Our traditional New Year has come and gone. Some of us sat at home watching celebrations from various parts of the globe on TV and tried to keep our eyes open long enough for the clock to say it was midnight somewhere and that a new year had rolled in. Others, no doubt, went to parties and celebrated this year's turnover to the next with friends, libation, snacks and loud noise making. Either way, the past was hopefully behind us and we looked forward to a good future. New Year's resolutions were probably made with the best of intentions and then sometimes broken before the week was out. And that pretty much covered most of the Western World as we know it.
|Musician with Horse Head Fiddle|
At these large gatherings, small bands of people see relatives again after long absences and also meet other Mongols they had not previously known. Many times, a celebrant met his or her future spouse at one of the Tsagaan Sar celebrations. The traditional greeting at this festival can be roughly translated as "Are you rested?" [NOTE: In the old days, if I were resting on New Year's Day, it was probably because I had been over-served, but then that has been Western tradition.]
Days in advance, the women prepare buuz, a dumpling stuffed with minced beef or minced mutton seasoned with salt and onion or garlic. Some flavor their's with rice or cabbage or various herbs according to personal tastes. The dumplings are then frozen until ready for eating, at which time they are steamed. Other dishes eaten are dairy products, rice with curds or raisins, a grilled side of sheep and a large platter filled with traditional cookies formed into a mountain or pyramid. Airag, fermented mare's milk, is served and gifts are exchanged.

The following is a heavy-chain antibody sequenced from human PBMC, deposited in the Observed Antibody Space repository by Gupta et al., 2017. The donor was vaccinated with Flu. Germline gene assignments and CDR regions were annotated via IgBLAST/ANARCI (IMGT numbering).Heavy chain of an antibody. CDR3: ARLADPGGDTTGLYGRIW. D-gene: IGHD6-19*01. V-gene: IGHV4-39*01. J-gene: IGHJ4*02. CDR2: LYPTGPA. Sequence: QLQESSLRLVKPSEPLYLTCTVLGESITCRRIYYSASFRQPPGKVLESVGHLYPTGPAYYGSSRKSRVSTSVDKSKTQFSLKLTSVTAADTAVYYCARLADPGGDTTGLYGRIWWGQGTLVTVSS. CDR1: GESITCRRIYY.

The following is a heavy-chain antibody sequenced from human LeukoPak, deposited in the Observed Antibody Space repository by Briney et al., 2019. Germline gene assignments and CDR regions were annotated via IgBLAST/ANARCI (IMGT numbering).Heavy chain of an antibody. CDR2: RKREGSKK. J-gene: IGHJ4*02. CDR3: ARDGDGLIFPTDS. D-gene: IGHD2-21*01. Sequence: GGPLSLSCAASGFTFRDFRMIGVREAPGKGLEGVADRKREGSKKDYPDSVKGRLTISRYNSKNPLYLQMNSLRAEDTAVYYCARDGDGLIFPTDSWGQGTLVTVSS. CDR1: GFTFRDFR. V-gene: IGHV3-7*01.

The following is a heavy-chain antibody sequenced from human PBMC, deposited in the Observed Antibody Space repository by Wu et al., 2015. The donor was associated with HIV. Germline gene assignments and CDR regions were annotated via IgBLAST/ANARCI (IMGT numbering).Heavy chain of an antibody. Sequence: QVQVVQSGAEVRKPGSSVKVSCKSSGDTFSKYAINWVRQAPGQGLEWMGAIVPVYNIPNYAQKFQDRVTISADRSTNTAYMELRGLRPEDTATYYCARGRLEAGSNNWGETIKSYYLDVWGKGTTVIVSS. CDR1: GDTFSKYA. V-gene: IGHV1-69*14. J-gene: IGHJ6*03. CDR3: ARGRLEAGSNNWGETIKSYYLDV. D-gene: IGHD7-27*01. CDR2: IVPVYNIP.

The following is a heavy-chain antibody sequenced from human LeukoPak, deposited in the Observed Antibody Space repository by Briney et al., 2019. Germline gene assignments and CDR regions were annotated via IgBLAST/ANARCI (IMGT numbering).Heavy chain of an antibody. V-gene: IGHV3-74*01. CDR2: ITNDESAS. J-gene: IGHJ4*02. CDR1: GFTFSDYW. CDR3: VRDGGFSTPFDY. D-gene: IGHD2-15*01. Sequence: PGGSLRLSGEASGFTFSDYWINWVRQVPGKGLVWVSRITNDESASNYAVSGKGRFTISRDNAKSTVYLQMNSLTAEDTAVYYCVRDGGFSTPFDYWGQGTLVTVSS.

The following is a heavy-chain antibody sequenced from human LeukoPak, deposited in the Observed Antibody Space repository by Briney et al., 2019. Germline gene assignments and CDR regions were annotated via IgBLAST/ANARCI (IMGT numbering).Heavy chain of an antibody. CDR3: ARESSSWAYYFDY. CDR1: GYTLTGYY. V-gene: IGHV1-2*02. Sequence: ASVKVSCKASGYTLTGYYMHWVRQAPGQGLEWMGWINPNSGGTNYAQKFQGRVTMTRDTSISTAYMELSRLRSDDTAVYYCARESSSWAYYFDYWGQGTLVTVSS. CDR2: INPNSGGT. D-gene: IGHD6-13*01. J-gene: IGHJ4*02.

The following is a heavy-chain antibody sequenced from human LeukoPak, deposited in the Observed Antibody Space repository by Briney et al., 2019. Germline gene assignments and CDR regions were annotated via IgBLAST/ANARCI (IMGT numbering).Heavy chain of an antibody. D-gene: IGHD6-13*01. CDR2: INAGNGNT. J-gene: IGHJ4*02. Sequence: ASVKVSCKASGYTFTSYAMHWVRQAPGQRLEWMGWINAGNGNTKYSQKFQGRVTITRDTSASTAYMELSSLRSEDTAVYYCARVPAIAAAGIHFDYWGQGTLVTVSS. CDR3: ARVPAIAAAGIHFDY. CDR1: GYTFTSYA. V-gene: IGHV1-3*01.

The Communist government once banned Tsagaan Sar and tried to replace it with a Collective Herder's Day, but after the 1990 Democratic Revolution in Mongolia, the Mongols returned to their old holiday and they still celebrate it today.
|A Ger, or traditional Mongol residence|
My reason for researching the Mongols was that early on I had inserted a little Nogai boy into my Armenian series as a piece of local flavor for some of the many peoples residing on the steppes along the Terek River during the mid-1800's. Then later at a breakfast with my editor in NYC one April, I happened to ask if there was anything she would like to see in my future writing. She immediately replied, "Yes, a story from the POV of the little Nogai boy." Prior to that, the kid only had a few lines of narrative at best in any of the stories. Now, he had to have his own story. Much research soon followed.
SHORT HISTORY: After the death of Genghis Khan, the Mongols separated into two groups: the greater horde also known as the Golden Horde, and the lesser horde also known as the Nogai Horde which carried the name of their general. Now you know where the name Nogai came from.
Anyway, this once-minor character, the little Nogai boy, soon ended up with his own story. Being an orphan on the frontier, he needed to be tough, so I named him Timur, the old Turkish word for iron. The editor bought this story and it became a Derringer Nominee in 2011. Well, there's your history lesson on Mongol culture and one of the characters in my Armenian series.
Hope all of you have an excellent and prosperous new year.